complex the structural imperatives inherent in humanist thinking – the cult of the
creative genius, the judgemental bias of education, the strict separation of high art
from popular culture – all prove hopelessly inadequate as means to achieve even
their own central goal of liberating the individual. (5)
And thus the role of theatre as a cultural tool of reinventing the individual and of
reconstructing identity becomes imperative. The culture of hero worship and of fixity to
channels of communication that are ideally external, i.e. not in the interest of the person
to whom the communication is directed, had to be eliminated so that the community
could get a new lease of life.
Dan Isiko Kisense in his paper “A Theatrical Approach Towards Attaining a Barrier Free
World” argues: “theatre obliterates boundaries, cultural norms and offers the most
desired and most effective communication not only (to) the masses but also policy
makers” (77)
The cultural situation in Kenya was (and is) no different from the one that Mzo Sirayi in
a paper “The Impact of a Cultural Bomb in South Africa” saw in South Africa. He says
that cultural groups were mobilised on short notice to perform on official functions, to
give them a face of inclusiveness whereas these people had not even been sufficiently
facilitated. And then when they performed, they played to the political axis and are not
essentially aware of the fact that that “delicacy” they give to state players can be their
own weapon of cultural reorientation. He says “South Africans have to be challenged
and conscientised about the importance of decolonising the mind and the indigenous
cultures and link them with development.”(42)

And this can only be done in educational drama. The reason is simply that drama
provides a situation in which the protagonist and antagonist share a space in which they
conflict and reconcile. Decolonising the mind, though it has often been used in the West
versus Orient dialectic by such scholars as Homi Bhabha, Ngugi wa Thiong’o and
Edward Said, in this case it applies to the challenge to the organs of discourse
“origination”. Mumma, in his thesis, observes that
Above all, in educational drama, the language of drama is accessible to the
participants themselves so that there is a certain understanding (on) how
they are progressing. Within the educational/theatrical/context (this)
provides for a vehicle of participation and a forum and focus for raising
and analysing problem; decision-making and collective action. (433).
Change is the product of the latter. Positive transformation of society is indeed
occasioned by the simplification of the points of conflict and the fragmentation of the
areas of difficult. The society therefore is able to view each vis a vis the social will power
and ability to handle them. Since it provides the opportunity to challenge dominant and
accepted values, drama thus is important in the creation of a counter culture.
(b) Theatre: Some Theoretical Precepts and its Practice in Kenya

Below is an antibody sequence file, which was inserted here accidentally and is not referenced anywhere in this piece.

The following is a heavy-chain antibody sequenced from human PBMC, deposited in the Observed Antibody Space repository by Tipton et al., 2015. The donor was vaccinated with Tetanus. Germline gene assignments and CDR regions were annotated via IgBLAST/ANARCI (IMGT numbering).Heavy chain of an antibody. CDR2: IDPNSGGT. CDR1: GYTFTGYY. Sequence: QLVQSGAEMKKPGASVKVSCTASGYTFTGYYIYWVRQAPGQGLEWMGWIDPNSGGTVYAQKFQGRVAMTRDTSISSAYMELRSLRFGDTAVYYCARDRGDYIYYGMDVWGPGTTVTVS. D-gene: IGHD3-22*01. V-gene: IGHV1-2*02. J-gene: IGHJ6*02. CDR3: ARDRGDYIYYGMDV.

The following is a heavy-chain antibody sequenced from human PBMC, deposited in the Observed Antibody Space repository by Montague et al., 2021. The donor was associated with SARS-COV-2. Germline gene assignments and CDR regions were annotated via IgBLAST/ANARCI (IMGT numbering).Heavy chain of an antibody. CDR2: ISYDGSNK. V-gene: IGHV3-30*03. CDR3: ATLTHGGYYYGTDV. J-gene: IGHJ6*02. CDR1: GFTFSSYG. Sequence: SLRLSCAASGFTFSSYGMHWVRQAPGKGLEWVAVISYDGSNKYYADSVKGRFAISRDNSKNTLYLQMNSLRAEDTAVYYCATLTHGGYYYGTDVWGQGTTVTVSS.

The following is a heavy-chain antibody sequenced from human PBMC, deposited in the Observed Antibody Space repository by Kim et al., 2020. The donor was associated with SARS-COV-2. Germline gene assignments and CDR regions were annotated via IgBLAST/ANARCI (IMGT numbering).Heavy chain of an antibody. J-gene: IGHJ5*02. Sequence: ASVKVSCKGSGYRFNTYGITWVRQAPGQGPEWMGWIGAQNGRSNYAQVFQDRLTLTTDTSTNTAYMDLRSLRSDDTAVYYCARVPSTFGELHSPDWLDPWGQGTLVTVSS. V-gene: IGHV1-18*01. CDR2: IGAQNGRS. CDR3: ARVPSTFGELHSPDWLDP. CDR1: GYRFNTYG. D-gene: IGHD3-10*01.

Bill Ashcroft et al, in their book The Empire Writes Back, see the multiplicity of
linguistic and cultural forms of literary expression as the onset of a system of
conscietisation, a way towards the reclaiming of the empire from the self-imposed
emperor, a way of creating space for self-identity. Referring to new writings from
countries of the third world, they argue that, “Their literatures could be considered in
relation to the social and political history of each country, and could be read as important
images of national identities” (17)
This is important in the discussion of the artists as the managers of the transition. In the
first place, community theatre as has been explicated in the Boalian ideal is the negation
of the tetrarchial, and Aristotelian inundation of theatre as a whole, the removing it from
the monarchical and ruler orientation to its original place in the hands of the people:
Aristotle formulated a very powerful purgative system, the objective of which is
to eliminate all that is not commonly accepted, including the revolution, before it
takes place. His system appears in disguised form on television, in the movies, in
the circus, in the theatres. It appears in many and varied shapes and media. But its
essence does not change: it is designed to bridle the individual, to adjust him to
what pre-exists. If this is what we want, the Aristotelian system serves the
purpose better than any other; if, on the contrary, we want to stimulate the
spectator to transform his society, to engage in revolutionary action, in that case
we will have to seek another poetics! (Boal, 1979: 47)
These poetics are those of Community Educational theatre. Community theatre has its
inception in the postulates of epic theatre as envisaged by Bertolt Bretcht. Epic theatre
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entailed the defamiliarisation of the theatrical space, a reorientation of the theatrical
conception of the Aristotelian time in which the role of catharsis was a hallmark of the
tragic to the translation of theatrical images to the reality of the audience member who
becomes an active participant.
Community theatre as envisaged by Paulo Freire and Augusto Boal constitutes a devising
and or creation of theatrical scenarios by members of the community that are used to